By continuing to use the site you agree to our Privacy & Cookies policy

Fall in line with DDA this autumn The implementation of Part III of the Disability Discrimination Act 1995 this month has major implications for architects

Accessibility relates both to how buildings are designed and built and also to how they are operated, managed and maintained. The guidance in Part M of the Building Regulations 1999 and in the Department for Education and Employment (dfee) 1997 Constructional Standards is thus outweighed by the requirements of the Disability Discrimination Act (dda), whether or not construction is taking place.

GET INSTANT ACCESS

for less than 46p a day

Join thousands of professionals who already subscribe to the Architects' Journal.
You’ll get instant access to read this article -
and 53,000+ articles like it.

  • Trusted industry news & analysis, wherever you need itUnlimited online access and weekly magazine delivery – now also available on iPad/iPhone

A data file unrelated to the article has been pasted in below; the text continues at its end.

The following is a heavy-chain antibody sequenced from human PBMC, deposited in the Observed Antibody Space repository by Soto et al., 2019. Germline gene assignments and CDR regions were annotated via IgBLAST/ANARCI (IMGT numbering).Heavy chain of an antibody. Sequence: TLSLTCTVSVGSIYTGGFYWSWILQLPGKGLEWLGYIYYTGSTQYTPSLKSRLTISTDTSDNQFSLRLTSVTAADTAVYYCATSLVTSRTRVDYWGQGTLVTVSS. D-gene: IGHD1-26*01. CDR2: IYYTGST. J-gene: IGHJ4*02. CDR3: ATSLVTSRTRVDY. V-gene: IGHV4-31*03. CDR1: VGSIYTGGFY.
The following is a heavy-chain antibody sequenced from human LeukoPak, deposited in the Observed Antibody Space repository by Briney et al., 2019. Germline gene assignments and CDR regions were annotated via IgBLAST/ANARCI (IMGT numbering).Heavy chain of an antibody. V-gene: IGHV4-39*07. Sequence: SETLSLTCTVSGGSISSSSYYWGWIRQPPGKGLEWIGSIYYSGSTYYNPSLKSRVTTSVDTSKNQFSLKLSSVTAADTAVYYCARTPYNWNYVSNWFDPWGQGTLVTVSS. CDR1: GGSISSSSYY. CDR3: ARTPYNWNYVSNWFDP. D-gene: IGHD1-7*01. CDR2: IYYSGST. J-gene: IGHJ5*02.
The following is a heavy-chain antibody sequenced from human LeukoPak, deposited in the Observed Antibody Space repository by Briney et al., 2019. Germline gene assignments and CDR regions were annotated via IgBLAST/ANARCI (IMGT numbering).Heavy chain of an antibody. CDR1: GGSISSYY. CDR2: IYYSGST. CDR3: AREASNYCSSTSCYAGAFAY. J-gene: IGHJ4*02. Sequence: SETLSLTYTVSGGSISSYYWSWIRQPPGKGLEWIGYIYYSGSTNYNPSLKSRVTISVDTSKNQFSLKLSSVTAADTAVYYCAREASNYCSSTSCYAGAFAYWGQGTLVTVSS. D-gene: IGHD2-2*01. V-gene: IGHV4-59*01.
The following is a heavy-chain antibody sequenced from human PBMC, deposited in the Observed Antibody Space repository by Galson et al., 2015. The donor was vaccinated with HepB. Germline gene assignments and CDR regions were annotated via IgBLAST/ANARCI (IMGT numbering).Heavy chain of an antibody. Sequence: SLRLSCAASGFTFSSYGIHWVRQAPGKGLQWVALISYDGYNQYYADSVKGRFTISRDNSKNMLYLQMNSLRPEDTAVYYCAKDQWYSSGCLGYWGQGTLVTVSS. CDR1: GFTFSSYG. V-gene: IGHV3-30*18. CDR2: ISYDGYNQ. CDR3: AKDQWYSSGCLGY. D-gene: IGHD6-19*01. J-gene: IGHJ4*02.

• Get ideas, get inside buildings and check precedentsBuildings Library – images, drawings and plans for exemplar projects in British architecture
  • Planning & regulation – what you need to know Protect your practice - the AJ keeps you up-to-date with changes to regulations and legislation
SUBSCRIBE & GET INSTANT ACCESS
or
The searchable digital buildings archive with drawings from more than 1,500 projects

AJ newsletters